As an adult you are woken up by your childhood friend and are told that the shit has officially hit the fan; your father has ditched you, your family friend has been whacked, and the overseer wants your head on a pike for no particular reason other than than hating your guts. you are immediately given the chance to properly role play, but as with most games the decisions are split between four annoying flavors, ignorant asshole, understanding pussy, subservient noob, or beige neutrality I hating this usually play a combination of assholery and neutrality. Then you work your way out of the vault along the way slaughtering 0 to 20 percent of the vaults population (according to fallout cannon) with and additional 5 or so dying indirectly as a result of your father's eviction, and at the upper reaches it's pretty much genocide people. Then as you leave you either get sappy farewell or a good riddance from Amata depending on your choices in roleplaying.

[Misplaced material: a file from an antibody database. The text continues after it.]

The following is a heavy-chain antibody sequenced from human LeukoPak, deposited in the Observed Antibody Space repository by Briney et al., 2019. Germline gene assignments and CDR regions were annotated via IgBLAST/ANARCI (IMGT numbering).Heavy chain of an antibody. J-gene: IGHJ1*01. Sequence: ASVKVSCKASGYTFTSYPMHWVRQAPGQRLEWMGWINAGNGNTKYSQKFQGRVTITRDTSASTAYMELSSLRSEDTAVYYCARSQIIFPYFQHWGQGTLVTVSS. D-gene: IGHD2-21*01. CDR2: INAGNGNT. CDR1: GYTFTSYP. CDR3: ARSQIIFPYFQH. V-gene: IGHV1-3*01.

you emerge squinting into the sunlight much the same way you did in oblivion, and you will be thinking the same thing; "aint it pretty" though not for the same reasons you did during Oblivion.